Aims and objectives To evaluate the effectiveness of a Family Nurse Practitioner (FNP)-led programme on the degree of adherence of current recommendations on home blood pressure self-measurement (HBPM) as compared to routine care and management.Background HBPM plays an important role for monitoring hypertensive patients; however, patients' adherence to current guidelines is unsatisfactory. A nurse-led training programme in the community setting could be an effective strategy to achieve high level of patients' adherence to recommendations.Design A multicentre randomised controlled trial was carried out from September 2016 to September 2017.Methods In total, 170 patients were randomly allocated into the intervention group (n = 83) and the usual care (n = 87). All participants received usual care (written and verbal information on HBPM recommendations); subjects in the intervention group also received 1-hour training session on how to correctly self-measure BP. Clinical trial registration was done (ClinicalTrials.gov.: NCT04681703). The CONSORT checklist for randomised controlled trials was used in this study.Results At baseline, the level of adherence to the recommendation was similar in the two groups (p < .05). After 1 month, the adherence significantly increased in the intervention group, where patients were more likely to measure BP at the same hour and from the same arm, in a quiet environment, with the back and uncovered arm supported and the legs uncrossed; recording BP more than once in each measurement session; keeping a diary of blood pressure measurements; use of the appropriate cuff and proper placement of the cuff; and resting for >5 min before performing the measurement (all p < .05).Conclusions The FNP-led programme is effective in improving patients' adherence to guidelines on the correct technique to self-measure BP at home.Relevance to clinical practice This programme may be added to the existing interventions in the community setting or considered into specifically nurse-led hypertension management models.

Effectiveness of a family nurse-led programme on accuracy of blood pressure self-measurement: A randomised controlled trial

Flacco, Maria Elena
Penultimo
;
2021

Abstract

Aims and objectives To evaluate the effectiveness of a Family Nurse Practitioner (FNP)-led programme on the degree of adherence of current recommendations on home blood pressure self-measurement (HBPM) as compared to routine care and management.Background HBPM plays an important role for monitoring hypertensive patients; however, patients' adherence to current guidelines is unsatisfactory. A nurse-led training programme in the community setting could be an effective strategy to achieve high level of patients' adherence to recommendations.Design A multicentre randomised controlled trial was carried out from September 2016 to September 2017.Methods In total, 170 patients were randomly allocated into the intervention group (n = 83) and the usual care (n = 87). All participants received usual care (written and verbal information on HBPM recommendations); subjects in the intervention group also received 1-hour training session on how to correctly self-measure BP. Clinical trial registration was done (ClinicalTrials.gov.: NCT04681703). The CONSORT checklist for randomised controlled trials was used in this study.Results At baseline, the level of adherence to the recommendation was similar in the two groups (p < .05). After 1 month, the adherence significantly increased in the intervention group, where patients were more likely to measure BP at the same hour and from the same arm, in a quiet environment, with the back and uncovered arm supported and the legs uncrossed; recording BP more than once in each measurement session; keeping a diary of blood pressure measurements; use of the appropriate cuff and proper placement of the cuff; and resting for >5 min before performing the measurement (all p < .05).Conclusions The FNP-led programme is effective in improving patients' adherence to guidelines on the correct technique to self-measure BP at home.Relevance to clinical practice This programme may be added to the existing interventions in the community setting or considered into specifically nurse-led hypertension management models.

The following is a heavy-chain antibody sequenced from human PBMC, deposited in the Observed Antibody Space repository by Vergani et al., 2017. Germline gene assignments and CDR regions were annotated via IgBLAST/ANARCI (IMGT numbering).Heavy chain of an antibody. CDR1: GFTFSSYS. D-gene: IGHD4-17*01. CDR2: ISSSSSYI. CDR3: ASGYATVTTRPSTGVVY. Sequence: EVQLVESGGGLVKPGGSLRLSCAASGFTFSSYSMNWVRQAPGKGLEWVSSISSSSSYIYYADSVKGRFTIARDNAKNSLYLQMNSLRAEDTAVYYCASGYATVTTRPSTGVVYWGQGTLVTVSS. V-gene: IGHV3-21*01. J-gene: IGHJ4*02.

2021
Simonetti, Valentina; Comparcini, Dania; Tomietto, Marco; Pavone, Daniele; Flacco, Maria Elena; Cicolini, Giancarlo
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Utilizza questo identificativo per citare o creare un link a questo documento: https://hdl.handle.net/11392/2494640
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